which are used to produce varnishes are natural produce. The so-called pore
filler consists of propolis which is produced by bees. The colouring of
varnishes consist of natural colours, the solvents are natural ethereal
oils. All natural substances that are used in violin making nowadays are
not comparable with the substances of earlier times; unfortunately, they have
lost their purity.
The ideal materials
that were used in classical violin making and the very positive effect of the
aging process resulted in the completeness of all classical instruments made
by Italian masters.
the sound of these instruments nowadays the same as it was in Stradivari’s
times? Certainly not. The majority of musicians would decline instruments
with an original sound of those times. It is absolutely clear that they
wouldn’t be played in concert by a soloist (except in baroque music). The instruments
would not have
such a variety of sounds and they wouldn’t have the ability to reach the
most distant rows of a concert hall with sufficient clarity. The fact that
they can be played in concert today is owed to the violin makers. Much know-how and manual skills and plenty of experience are necessary
in order to restore the tone of an old instrument again and again.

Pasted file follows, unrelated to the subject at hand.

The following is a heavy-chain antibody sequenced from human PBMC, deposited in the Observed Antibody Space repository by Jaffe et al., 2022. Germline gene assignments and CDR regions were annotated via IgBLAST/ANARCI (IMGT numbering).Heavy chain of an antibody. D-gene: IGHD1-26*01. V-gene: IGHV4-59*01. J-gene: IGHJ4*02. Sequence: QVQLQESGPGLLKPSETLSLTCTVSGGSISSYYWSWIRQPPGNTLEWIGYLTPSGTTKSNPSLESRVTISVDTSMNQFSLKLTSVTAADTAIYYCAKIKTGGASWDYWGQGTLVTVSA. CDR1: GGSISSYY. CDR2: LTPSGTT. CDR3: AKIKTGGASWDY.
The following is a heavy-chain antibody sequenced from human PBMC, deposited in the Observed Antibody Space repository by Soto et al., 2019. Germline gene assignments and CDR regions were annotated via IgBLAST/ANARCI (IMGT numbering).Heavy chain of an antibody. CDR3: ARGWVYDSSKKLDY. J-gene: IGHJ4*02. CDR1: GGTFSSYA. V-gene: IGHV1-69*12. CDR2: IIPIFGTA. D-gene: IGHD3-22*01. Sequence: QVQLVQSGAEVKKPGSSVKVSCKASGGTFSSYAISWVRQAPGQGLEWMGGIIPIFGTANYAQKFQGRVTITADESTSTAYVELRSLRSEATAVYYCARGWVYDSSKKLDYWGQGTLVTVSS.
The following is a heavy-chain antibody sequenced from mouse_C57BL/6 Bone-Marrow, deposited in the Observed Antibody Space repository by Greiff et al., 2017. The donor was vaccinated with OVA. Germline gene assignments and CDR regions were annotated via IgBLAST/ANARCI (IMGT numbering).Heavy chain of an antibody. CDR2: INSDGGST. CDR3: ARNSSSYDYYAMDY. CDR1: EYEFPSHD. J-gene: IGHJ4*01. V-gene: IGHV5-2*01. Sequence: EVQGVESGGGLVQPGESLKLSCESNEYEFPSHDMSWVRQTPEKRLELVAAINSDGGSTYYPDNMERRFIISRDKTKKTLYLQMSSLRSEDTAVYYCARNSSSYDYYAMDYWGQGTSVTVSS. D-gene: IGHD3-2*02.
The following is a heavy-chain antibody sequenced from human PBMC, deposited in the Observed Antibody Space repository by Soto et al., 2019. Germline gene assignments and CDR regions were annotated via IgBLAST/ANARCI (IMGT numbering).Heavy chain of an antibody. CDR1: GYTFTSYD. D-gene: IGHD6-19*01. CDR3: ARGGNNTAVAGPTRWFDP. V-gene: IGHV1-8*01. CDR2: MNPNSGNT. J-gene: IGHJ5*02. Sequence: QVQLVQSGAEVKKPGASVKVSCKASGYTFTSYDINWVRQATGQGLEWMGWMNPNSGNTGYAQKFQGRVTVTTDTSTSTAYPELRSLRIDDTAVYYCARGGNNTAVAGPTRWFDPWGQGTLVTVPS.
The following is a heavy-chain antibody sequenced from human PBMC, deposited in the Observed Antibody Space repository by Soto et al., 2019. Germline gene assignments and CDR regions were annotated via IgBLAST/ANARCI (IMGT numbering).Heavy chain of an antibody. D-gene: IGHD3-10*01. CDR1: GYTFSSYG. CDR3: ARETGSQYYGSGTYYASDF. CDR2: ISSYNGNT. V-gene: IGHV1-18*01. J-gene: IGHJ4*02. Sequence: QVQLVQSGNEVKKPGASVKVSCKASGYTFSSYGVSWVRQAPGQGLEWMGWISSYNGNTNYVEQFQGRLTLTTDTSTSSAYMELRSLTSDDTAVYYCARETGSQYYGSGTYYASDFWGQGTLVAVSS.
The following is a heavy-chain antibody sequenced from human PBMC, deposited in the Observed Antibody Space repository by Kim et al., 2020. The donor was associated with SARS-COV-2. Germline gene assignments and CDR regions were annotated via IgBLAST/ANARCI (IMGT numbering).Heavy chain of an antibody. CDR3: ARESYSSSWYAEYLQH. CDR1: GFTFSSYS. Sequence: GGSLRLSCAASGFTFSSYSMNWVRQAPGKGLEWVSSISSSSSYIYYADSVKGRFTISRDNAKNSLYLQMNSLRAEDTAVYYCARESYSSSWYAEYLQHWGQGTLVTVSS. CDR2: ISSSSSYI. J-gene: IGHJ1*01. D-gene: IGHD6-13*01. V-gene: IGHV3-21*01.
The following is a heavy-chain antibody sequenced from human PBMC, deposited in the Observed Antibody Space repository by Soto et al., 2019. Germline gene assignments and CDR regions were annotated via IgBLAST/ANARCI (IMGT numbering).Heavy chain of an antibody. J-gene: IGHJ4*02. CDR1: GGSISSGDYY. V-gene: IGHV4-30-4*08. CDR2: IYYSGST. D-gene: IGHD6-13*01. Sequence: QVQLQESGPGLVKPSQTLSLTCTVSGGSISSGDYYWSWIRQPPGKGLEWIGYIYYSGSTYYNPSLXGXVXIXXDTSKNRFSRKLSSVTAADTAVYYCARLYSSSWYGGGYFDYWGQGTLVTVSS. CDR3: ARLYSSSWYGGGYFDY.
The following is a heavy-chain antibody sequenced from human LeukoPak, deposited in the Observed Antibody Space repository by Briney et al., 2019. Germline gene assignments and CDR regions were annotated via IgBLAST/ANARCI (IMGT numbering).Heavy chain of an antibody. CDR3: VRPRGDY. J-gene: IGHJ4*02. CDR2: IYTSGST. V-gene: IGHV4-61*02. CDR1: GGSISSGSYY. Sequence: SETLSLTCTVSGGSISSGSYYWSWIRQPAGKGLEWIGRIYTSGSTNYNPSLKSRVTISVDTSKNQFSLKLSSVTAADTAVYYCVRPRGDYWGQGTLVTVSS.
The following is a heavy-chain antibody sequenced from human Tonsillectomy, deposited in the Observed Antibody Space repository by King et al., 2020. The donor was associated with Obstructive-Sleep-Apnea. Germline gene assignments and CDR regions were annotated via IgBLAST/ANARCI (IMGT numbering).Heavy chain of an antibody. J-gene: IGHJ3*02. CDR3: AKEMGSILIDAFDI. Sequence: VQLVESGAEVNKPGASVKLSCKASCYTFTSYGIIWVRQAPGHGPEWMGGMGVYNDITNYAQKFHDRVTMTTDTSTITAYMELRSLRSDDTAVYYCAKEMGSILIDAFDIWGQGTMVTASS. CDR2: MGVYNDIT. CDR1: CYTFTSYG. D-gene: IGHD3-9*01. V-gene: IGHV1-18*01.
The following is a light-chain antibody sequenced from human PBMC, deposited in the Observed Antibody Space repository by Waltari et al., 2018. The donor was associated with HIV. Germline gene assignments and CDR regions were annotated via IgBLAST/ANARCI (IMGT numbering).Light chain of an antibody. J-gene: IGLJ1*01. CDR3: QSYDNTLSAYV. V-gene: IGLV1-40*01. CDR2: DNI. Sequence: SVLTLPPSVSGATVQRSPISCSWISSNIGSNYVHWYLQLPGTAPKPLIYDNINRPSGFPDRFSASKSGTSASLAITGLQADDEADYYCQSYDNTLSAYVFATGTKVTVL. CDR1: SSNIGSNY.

Further, there are repairs which are necessitated due to accidents and damage; the violin
is a very tender instrument with a high tendency to get cracks if it has
been dropped. Moreover, damage can be caused by air that is just too dry, which happens
most often with new instruments;
unfortunately these cracks caused by dryness are more common because
of central heating and air conditioning
4. Making new
the course of the centuries, the workshop has not changed a great deal. There
are still the same tools that were used by the old masters: the carpenter’s
bench, saws, small and large planes as well as chisels made of wood just
like those used for sculpturing. Moreover, blades and stencils, also brushes
for varnishing and above all large knives for woodcarving are still in
use. Still, at Sprenger Geigenbau, there are tools in use that were originally
used by founder Fritz Sprenger.
For the violinmaker,
wood is the most important material; it is only natural that the correct choice
of wood is vital in order to achieve the best quality
of sound. Wood that is too heavy because of its specific weight
cannot be used – although it looks perhaps marvellous. It is also because
of this aspect that mass-production of violins has to fail: these days
even with modern, computer-controlled machines; the works is too mechanical, without any consideration for materials used. Mass-production
will never fulfil the fundamental aspect, because each piece of wood needs to be
treated differently, even when the wood is chopped out of the same trunk, the single pieces
are very different of each other. At the lower end of the trunk, the wood
is generally harder than at the top, also, parts which grew in the sunshine obviously
differ from parts that grew in the shadow.
Two sorts of wood
are the most common in violin making: spruce for the belly and maple for
the back and the scroll. The fingerboard consists of ebony, which is a very
hard wood. The pegs and tailpiece are mostly made of ebony, jacaranda or boxwood.